"Fed says 'no más,'" is how JPMorgan economist Bruce Kasman succinctly summed up the Federal Reserve's decision to cut the discount rate—the rate it charges banks on loans they receive from the Fed's so-called discount window—in his morning note to clients. And little wonder why: The whole global financial system seemed to be going a bit pear-shaped as the week ended. Even though Wall Street staged a late-day rally yesterday, Japan's benchmark Nikkei fell 5.4 percent overnight, its biggest drop in seven years.
The Fed move was a surprise, but its statement was even more so. Such a between-meetings statement is rare, and the language strongly hinted that the Fed will cut the federal funds rate in September. The Federal Reserve Open Market Committee noted: "Financial market conditions have deteriorated, and tighter credit conditions and increased uncertainty have the potential to restrain economic growth forward.... the downside risks to growth have increased appreciably." In fact, Wall Street is now pricing in a series of rate cuts that would bring the fed funds rate down as much as a full percentage point to 4.25 percent. A few more thoughts on the Fed's move and its fallout:
1) Back in the 1990s, Alan Greenspan and Robert Rubin were charter members of the so-called Committee to Save the World for their efforts to stem the Asian currency crisis. To curb America's mortgage credit crisis today, we have the informal Committee to Nudge Bernanke to Save the Economy. Its members include Larry Kudlow and Jim Cramer of CNBC, as well as economist Edward Yardeni. They've all been pushing hard for immediate Fed action.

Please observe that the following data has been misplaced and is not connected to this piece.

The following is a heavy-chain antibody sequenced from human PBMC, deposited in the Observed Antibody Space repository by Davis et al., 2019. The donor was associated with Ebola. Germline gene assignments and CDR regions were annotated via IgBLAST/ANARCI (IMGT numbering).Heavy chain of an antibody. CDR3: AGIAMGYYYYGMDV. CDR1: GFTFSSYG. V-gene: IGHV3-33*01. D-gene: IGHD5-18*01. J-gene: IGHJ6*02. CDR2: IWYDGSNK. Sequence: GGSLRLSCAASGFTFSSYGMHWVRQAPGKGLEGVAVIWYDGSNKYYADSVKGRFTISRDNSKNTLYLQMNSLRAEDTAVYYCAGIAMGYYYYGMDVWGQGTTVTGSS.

2) In his 1999 book, Faster, journalist James Gleick wrote about the increasing pace of American life: instant coffee, instant replay, etc. The same goes for Wall Street. Technology, globalization, and financial innovation mean markets move at warp speed. An adjustment that once may have taken weeks or months may now play out in days—as we have just seen—and that acceleration can cause panic, which the Fed must be aware of. Sometimes leisurely monthlong policy deliberations aren't going to cut it. It's not flinching—it's facing reality.
3) In this post a couple of days ago, I speculated that the mortgage meltdown may be dooming GOP presidential hopes in 2008. The last thing the incumbent party wants is an economic slowdown as an election approaches.
But the underlying economy is strong—it probably grew at a greater-than-4-percent annual rate in the second quarter—and if the Fed plays this right, the economy might reaccelerate throughout 2008 despite the credit crunch. If so, this whole episode might end up looking like 1988, where the '87 market crash was an afterthought in the presidential election because the real economy kept chugging along. Despite the market crash, gross domestic product growth was 3.7 percent in 1987's third quarter, 7.2 percent in 1987's fourth quarter, 1.9 percent in 1988's first quarter, 5.2 percent in 1988's second quarter, and 2.2 percent in 1988's third quarter.